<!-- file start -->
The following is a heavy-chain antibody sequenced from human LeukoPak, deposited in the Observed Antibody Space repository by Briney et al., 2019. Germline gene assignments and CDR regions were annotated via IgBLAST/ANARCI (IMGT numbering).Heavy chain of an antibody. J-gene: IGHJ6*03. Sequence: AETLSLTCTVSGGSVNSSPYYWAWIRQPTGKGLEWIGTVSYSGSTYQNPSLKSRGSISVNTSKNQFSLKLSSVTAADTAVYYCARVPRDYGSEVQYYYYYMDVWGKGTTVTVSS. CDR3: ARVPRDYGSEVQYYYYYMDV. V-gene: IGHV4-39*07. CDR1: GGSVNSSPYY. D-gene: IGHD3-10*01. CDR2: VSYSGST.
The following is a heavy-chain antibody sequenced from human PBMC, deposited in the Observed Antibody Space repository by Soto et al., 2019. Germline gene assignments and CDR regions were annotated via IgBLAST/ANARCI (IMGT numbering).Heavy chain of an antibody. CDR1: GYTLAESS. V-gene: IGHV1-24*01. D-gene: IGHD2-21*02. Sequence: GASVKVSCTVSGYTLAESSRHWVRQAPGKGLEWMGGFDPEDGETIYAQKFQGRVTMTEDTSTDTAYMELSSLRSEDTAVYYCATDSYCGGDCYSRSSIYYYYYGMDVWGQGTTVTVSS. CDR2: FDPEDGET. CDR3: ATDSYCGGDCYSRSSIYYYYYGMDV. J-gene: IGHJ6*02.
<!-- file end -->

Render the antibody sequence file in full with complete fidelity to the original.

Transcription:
The following is a heavy-chain antibody sequenced from human LeukoPak, deposited in the Observed Antibody Space repository by Briney et al., 2019. Germline gene assignments and CDR regions were annotated via IgBLAST/ANARCI (IMGT numbering).Heavy chain of an antibody. J-gene: IGHJ6*03. Sequence: AETLSLTCTVSGGSVNSSPYYWAWIRQPTGKGLEWIGTVSYSGSTYQNPSLKSRGSISVNTSKNQFSLKLSSVTAADTAVYYCARVPRDYGSEVQYYYYYMDVWGKGTTVTVSS. CDR3: ARVPRDYGSEVQYYYYYMDV. V-gene: IGHV4-39*07. CDR1: GGSVNSSPYY. D-gene: IGHD3-10*01. CDR2: VSYSGST.
The following is a heavy-chain antibody sequenced from human PBMC, deposited in the Observed Antibody Space repository by Soto et al., 2019. Germline gene assignments and CDR regions were annotated via IgBLAST/ANARCI (IMGT numbering).Heavy chain of an antibody. CDR1: GYTLAESS. V-gene: IGHV1-24*01. D-gene: IGHD2-21*02. Sequence: GASVKVSCTVSGYTLAESSRHWVRQAPGKGLEWMGGFDPEDGETIYAQKFQGRVTMTEDTSTDTAYMELSSLRSEDTAVYYCATDSYCGGDCYSRSSIYYYYYGMDVWGQGTTVTVSS. CDR2: FDPEDGET. CDR3: ATDSYCGGDCYSRSSIYYYYYGMDV. J-gene: IGHJ6*02.